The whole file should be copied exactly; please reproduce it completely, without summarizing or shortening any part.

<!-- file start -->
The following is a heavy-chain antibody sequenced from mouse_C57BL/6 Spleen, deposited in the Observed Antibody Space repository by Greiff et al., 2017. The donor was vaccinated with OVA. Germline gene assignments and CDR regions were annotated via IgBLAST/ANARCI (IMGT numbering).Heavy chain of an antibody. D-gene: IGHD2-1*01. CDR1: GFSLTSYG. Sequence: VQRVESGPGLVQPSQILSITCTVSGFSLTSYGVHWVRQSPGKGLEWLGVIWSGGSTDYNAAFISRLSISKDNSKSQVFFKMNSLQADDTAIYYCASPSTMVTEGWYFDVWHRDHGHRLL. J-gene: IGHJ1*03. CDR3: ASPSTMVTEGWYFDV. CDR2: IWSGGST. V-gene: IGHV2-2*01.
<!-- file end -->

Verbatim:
The following is a heavy-chain antibody sequenced from mouse_C57BL/6 Spleen, deposited in the Observed Antibody Space repository by Greiff et al., 2017. The donor was vaccinated with OVA. Germline gene assignments and CDR regions were annotated via IgBLAST/ANARCI (IMGT numbering).Heavy chain of an antibody. D-gene: IGHD2-1*01. CDR1: GFSLTSYG. Sequence: VQRVESGPGLVQPSQILSITCTVSGFSLTSYGVHWVRQSPGKGLEWLGVIWSGGSTDYNAAFISRLSISKDNSKSQVFFKMNSLQADDTAIYYCASPSTMVTEGWYFDVWHRDHGHRLL. J-gene: IGHJ1*03. CDR3: ASPSTMVTEGWYFDV. CDR2: IWSGGST. V-gene: IGHV2-2*01.